3D printing offers an efficient method to improve current manufacturing limits across economic sectors such as transport, construction, and medical and dental industries allowing rapid prototyping and on-site production and repairs. Progress in 3D printer development has led to faster, larger, and more accurate printers, but these require more functional materials.
3D printing use in the medical industry is restricted by the lack of biocompatible and biodegradable materials that are suitable for the 3D printing of medical devices with silicone-like mechanical properties. Korean researchers have recently 3D printed a more affordable and customizable artificial testicle for patients in need of a testis transplant. The researchers’ novel silicone artificial testicle can be 3D printed to match specific patient anatomies, making them more comfortable and lifelike. With the aim of producing 3D printing materials that are biocompatible and non-toxic, researchers in Australia have developed a ceramic-based ink for 3D-printing bone parts complete with living cells that could be used to repair damaged bone tissue.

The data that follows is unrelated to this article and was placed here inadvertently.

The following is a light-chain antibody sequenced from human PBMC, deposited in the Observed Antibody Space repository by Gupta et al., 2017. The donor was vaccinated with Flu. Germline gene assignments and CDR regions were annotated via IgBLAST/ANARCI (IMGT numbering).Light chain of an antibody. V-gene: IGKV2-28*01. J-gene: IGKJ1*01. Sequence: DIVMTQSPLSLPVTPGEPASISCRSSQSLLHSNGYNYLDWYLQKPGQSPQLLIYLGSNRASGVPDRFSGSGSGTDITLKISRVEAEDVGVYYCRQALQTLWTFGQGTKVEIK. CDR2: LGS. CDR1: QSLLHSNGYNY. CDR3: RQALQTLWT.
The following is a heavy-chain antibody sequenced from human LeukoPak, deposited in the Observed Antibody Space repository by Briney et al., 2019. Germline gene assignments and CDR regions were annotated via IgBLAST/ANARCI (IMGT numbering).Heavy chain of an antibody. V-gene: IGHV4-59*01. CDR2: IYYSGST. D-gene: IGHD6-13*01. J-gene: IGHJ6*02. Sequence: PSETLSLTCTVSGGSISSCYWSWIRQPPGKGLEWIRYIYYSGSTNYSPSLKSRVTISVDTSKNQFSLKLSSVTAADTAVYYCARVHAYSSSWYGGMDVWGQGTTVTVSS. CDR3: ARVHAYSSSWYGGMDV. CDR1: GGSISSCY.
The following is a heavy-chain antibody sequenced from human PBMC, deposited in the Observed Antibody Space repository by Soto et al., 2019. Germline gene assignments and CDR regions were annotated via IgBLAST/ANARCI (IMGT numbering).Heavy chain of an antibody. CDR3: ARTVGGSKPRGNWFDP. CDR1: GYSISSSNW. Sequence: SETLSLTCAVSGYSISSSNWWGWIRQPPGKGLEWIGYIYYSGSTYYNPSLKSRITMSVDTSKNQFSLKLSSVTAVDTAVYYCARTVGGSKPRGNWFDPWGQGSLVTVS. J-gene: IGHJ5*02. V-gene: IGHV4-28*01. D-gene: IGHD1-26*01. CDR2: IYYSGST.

Growing global trends toward using sustainable materials and manufacturing processes lead to challenges and opportunities. There is progress toward a sustainable building material to 3D print houses made from local on-site soil, using a 3D printer to create a load-bearing structure. In New Zealand, a 3D printed replica of a 230-year-old Hawaiian outrigger (canoe) is in progress, using shavings and wood chips to mix a polymer paste that is being adapted for use in a large robotic printer.
3D printing produces parts layer-by-layer by melting and fusing powder materials allowing the manufacture of complex geometry and reduced manufacturing time and material waste. Manufacturers see value in improved materials that are reliable and cost-effective.